Perimenopause refers to the time around menopause, during which a woman’s body makes its natural transition towards permanent infertility. Women start perimenopause at different ages, and may notice signs of progression toward menopause, such as menstrual irregularity, sometime in their 40s. But some women notice changes as early as their mid-30s. The level of oestrogen— the main female hormone — rises and falls unevenly during perimenopause. Menstrual cycles may lengthen or shorten, and some women may experience menopause-like symptoms, such as hot flashes, sleep problems and vaginal dryness. Treatments are available to help ease these symptoms.
Drug therapy is often used to treat perimenopause symptoms. These drugs may include:
Hormone therapy comes in the form of a pill, skin patch, gel or cream, and is considered to be the most effective treatment options to alleviate perimenopause symptoms and menopausal hot flashes and night sweats.
Vaginal oestrogen can be used to relieve vaginal dryness. It can be administered directly to the vagina through the use of vaginal tablets, rings or creams. This treatment releases a small amount of oestrogen, which is then absorbed by the vaginal tissue.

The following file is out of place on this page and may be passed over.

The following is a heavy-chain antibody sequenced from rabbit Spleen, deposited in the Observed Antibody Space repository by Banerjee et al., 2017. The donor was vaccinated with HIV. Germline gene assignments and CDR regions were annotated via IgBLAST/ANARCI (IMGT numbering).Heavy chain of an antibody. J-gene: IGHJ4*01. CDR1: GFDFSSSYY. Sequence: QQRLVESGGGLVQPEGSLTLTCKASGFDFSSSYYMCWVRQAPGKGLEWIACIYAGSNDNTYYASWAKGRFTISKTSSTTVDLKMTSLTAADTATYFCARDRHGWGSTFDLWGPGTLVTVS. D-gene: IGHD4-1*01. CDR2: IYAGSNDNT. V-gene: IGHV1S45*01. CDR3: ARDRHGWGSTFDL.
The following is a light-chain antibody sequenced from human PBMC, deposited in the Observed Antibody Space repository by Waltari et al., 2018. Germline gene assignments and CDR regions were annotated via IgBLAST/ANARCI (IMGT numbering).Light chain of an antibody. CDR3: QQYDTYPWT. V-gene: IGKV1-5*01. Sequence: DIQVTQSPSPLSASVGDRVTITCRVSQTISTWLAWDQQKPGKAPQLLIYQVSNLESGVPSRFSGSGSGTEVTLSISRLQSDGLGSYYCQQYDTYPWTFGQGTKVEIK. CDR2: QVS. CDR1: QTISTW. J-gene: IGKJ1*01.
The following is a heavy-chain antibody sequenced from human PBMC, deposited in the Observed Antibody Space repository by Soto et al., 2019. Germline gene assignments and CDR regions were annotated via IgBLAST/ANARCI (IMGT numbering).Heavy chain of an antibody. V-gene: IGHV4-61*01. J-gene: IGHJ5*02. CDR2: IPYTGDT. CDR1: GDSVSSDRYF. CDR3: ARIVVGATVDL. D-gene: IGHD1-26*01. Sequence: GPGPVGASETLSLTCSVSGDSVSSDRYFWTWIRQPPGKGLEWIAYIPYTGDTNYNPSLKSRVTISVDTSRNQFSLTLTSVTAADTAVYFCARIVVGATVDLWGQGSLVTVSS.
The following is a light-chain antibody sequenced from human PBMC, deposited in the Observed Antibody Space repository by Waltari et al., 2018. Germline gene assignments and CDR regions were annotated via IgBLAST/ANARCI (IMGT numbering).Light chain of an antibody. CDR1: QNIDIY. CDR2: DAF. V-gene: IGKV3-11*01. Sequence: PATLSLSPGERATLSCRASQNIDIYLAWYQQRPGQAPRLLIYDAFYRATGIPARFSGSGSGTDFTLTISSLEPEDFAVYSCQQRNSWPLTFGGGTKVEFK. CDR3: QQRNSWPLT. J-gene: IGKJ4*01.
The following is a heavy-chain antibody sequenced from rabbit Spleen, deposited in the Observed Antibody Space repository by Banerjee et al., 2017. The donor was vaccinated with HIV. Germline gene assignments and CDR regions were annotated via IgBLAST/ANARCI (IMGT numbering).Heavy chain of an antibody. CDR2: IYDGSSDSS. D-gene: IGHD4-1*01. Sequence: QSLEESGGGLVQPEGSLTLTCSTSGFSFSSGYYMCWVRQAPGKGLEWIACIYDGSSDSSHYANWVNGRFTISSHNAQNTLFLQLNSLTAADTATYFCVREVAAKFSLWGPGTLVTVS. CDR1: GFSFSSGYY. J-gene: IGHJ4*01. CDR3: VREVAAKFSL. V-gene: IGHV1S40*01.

Certain antidepressants related to the class of drugs called selective serotonin reuptake inhibitors (SSRIs) may reduce menopausal hot flashes. An antidepressant for management of hot flashes may be useful for women who can't take oestrogen for health reasons or for women who need an antidepressant for a mood disorder.
Gabapentin is approved to treat seizures, but it has also been shown to help reduce hot flashes. This drug is useful in women who can't use oestrogen therapy for health reasons and in those who also have migraines.
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